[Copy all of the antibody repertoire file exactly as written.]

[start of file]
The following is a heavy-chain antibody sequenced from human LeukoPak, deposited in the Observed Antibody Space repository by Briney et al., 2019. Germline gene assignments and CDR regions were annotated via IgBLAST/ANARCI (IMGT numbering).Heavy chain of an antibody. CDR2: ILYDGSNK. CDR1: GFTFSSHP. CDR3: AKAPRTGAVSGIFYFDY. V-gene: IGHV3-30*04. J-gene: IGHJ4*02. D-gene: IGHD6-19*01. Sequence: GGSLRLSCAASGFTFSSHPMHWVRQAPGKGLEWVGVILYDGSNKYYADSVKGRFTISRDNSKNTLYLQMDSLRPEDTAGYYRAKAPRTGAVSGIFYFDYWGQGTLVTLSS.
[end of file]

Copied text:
The following is a heavy-chain antibody sequenced from human LeukoPak, deposited in the Observed Antibody Space repository by Briney et al., 2019. Germline gene assignments and CDR regions were annotated via IgBLAST/ANARCI (IMGT numbering).Heavy chain of an antibody. CDR2: ILYDGSNK. CDR1: GFTFSSHP. CDR3: AKAPRTGAVSGIFYFDY. V-gene: IGHV3-30*04. J-gene: IGHJ4*02. D-gene: IGHD6-19*01. Sequence: GGSLRLSCAASGFTFSSHPMHWVRQAPGKGLEWVGVILYDGSNKYYADSVKGRFTISRDNSKNTLYLQMDSLRPEDTAGYYRAKAPRTGAVSGIFYFDYWGQGTLVTLSS.